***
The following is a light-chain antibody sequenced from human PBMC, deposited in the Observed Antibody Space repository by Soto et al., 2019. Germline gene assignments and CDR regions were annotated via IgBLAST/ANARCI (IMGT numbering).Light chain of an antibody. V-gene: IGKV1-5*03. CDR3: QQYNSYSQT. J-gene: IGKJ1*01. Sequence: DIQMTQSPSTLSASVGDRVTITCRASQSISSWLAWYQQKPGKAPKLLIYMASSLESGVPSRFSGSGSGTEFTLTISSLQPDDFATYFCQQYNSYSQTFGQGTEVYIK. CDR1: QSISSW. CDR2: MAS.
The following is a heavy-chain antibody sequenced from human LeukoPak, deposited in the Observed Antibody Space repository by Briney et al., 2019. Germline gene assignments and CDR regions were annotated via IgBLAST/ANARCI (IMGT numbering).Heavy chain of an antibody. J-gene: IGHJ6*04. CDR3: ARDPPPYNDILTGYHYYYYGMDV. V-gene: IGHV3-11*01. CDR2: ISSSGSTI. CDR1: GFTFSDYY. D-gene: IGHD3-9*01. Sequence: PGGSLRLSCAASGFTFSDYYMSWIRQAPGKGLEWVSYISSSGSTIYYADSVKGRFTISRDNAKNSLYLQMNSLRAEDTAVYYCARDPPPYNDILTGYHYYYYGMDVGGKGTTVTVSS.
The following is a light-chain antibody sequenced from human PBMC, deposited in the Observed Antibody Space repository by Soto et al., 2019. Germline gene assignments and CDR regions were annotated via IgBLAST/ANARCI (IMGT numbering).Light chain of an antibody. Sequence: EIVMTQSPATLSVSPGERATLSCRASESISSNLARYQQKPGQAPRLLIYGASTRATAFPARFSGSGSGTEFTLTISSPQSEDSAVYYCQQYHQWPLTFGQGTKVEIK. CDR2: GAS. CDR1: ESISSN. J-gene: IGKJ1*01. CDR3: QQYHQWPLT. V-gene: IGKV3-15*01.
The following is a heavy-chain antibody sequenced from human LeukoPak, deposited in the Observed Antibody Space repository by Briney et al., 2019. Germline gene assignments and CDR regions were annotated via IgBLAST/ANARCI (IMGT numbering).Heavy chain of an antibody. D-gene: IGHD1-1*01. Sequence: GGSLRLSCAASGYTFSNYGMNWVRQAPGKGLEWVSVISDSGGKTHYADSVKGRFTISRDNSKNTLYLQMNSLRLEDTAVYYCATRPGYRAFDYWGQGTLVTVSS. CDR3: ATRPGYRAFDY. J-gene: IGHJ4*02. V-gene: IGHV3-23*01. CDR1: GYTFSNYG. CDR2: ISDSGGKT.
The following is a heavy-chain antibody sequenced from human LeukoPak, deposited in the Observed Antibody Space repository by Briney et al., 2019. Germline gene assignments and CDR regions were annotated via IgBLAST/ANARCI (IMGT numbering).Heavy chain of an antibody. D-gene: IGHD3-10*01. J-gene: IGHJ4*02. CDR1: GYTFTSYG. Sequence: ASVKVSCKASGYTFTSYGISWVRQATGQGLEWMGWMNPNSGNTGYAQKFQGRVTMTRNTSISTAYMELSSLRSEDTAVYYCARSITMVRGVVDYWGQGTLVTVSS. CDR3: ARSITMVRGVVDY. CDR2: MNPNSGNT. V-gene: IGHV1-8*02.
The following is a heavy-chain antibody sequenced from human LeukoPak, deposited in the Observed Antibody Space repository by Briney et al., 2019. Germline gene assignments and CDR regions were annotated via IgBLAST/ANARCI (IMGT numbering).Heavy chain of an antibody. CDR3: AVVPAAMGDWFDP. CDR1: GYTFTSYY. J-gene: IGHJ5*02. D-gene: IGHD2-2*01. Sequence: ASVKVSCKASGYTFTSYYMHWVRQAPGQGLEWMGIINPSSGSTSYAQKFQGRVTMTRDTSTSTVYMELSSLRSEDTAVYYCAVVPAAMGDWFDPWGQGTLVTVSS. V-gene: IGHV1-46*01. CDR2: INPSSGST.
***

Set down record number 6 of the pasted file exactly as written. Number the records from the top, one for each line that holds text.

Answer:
The following is a heavy-chain antibody sequenced from human LeukoPak, deposited in the Observed Antibody Space repository by Briney et al., 2019. Germline gene assignments and CDR regions were annotated via IgBLAST/ANARCI (IMGT numbering).Heavy chain of an antibody. CDR3: AVVPAAMGDWFDP. CDR1: GYTFTSYY. J-gene: IGHJ5*02. D-gene: IGHD2-2*01. Sequence: ASVKVSCKASGYTFTSYYMHWVRQAPGQGLEWMGIINPSSGSTSYAQKFQGRVTMTRDTSTSTVYMELSSLRSEDTAVYYCAVVPAAMGDWFDPWGQGTLVTVSS. V-gene: IGHV1-46*01. CDR2: INPSSGST.